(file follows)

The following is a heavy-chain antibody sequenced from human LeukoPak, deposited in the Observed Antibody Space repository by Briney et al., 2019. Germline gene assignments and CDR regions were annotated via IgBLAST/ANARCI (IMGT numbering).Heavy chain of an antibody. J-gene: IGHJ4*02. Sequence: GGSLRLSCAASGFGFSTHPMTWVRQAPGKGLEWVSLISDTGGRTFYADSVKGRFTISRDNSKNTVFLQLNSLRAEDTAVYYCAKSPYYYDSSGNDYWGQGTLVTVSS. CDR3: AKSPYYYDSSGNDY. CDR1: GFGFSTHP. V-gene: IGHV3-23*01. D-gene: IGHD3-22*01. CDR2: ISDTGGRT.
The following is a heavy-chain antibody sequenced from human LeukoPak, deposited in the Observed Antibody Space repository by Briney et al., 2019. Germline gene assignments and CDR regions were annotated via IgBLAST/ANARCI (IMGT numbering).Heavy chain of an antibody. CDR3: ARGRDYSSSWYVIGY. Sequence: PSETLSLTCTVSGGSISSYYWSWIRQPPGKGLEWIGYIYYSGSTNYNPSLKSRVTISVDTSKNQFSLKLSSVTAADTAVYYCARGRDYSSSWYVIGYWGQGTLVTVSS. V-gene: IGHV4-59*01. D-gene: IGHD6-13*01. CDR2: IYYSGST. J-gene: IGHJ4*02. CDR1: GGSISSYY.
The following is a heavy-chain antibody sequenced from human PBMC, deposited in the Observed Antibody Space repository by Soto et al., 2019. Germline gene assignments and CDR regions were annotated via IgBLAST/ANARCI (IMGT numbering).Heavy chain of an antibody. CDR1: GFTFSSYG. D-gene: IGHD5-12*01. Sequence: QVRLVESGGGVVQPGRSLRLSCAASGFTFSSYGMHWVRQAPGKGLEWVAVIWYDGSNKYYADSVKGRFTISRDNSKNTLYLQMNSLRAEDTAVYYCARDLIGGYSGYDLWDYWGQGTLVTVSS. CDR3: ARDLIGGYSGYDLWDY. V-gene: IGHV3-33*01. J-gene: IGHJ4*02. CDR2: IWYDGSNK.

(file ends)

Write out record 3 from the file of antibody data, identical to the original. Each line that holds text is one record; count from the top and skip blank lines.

The following is a heavy-chain antibody sequenced from human PBMC, deposited in the Observed Antibody Space repository by Soto et al., 2019. Germline gene assignments and CDR regions were annotated via IgBLAST/ANARCI (IMGT numbering).Heavy chain of an antibody. CDR1: GFTFSSYG. D-gene: IGHD5-12*01. Sequence: QVRLVESGGGVVQPGRSLRLSCAASGFTFSSYGMHWVRQAPGKGLEWVAVIWYDGSNKYYADSVKGRFTISRDNSKNTLYLQMNSLRAEDTAVYYCARDLIGGYSGYDLWDYWGQGTLVTVSS. CDR3: ARDLIGGYSGYDLWDY. V-gene: IGHV3-33*01. J-gene: IGHJ4*02. CDR2: IWYDGSNK.